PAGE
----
Shoutin' Into the Fog
Growing up on Maine's Ragged EdgeBook - 2006 | 1st Islandport Press ed
The first part of the 1900s was a time of change, turmoil, and too often, struggle on the Maine coast. Young Tommy Hanna grew up right in the middle of it all. He was born dirt-poor on Georgetown Island, the eldest son and second of eight children. By 1930, his family, descended from successful nineteenth-century seafarers and entrepreneurs, lived in a tiny bungalow pieced together with second hand wood and cardboard. They struggled against the Great Depression, cold Maine winters, insufficient food, and the embarrassment of being "on the town." Yet, Tommy, who also struggled against growing, seemingly unalterable estrangement from his father, found small ways to transcend the poverty and despair -whether a game of baseball, old-time radio shows, playing guitar or fashioning a homemade bobsled to run down a snowy hill on a cold winter's night.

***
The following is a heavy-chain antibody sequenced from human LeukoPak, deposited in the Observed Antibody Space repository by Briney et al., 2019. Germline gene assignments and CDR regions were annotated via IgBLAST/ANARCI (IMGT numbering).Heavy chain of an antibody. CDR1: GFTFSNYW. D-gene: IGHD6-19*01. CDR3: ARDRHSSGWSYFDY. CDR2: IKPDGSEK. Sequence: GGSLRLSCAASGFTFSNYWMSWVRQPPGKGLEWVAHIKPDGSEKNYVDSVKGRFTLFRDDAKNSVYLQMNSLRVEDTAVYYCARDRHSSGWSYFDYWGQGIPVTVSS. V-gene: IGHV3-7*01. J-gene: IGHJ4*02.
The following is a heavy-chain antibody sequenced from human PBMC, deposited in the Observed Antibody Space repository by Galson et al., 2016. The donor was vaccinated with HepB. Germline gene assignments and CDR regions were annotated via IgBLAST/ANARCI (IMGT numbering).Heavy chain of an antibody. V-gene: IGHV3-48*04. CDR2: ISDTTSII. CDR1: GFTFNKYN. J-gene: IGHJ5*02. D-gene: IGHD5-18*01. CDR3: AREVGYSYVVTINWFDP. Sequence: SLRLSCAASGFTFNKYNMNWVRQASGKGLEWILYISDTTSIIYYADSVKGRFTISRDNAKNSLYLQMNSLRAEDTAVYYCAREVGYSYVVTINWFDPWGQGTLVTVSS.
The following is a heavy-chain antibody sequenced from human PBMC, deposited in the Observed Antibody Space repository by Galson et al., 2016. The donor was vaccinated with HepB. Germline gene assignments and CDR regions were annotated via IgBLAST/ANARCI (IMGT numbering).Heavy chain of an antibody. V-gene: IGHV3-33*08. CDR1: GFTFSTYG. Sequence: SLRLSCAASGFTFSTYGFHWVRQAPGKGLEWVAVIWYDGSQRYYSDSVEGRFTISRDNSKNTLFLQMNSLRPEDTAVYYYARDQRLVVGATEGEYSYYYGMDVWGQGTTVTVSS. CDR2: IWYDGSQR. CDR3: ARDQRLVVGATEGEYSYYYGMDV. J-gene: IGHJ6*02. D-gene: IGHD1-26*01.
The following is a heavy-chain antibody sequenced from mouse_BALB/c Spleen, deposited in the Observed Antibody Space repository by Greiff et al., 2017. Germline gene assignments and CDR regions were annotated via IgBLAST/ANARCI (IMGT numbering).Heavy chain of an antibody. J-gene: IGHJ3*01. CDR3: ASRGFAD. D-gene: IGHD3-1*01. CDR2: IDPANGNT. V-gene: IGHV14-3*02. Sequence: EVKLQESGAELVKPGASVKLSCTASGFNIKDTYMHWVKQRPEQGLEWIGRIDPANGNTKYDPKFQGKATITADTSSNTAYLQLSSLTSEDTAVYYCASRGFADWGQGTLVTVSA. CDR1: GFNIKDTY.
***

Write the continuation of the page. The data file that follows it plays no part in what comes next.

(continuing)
Writing with sensitivity and humor about family, forgiveness and overcoming adversity, Hanna's personal tale also helps cast a light on the native Mainers who struggled in the face of wrenching transition, as traditional fisheries and coastal trade died away, yet "King" Lobster, tourism and World War II had yet to rally the economy and lift people from hard times. It is a real part of Maine history that Hanna writes about with tender, subtle splendor.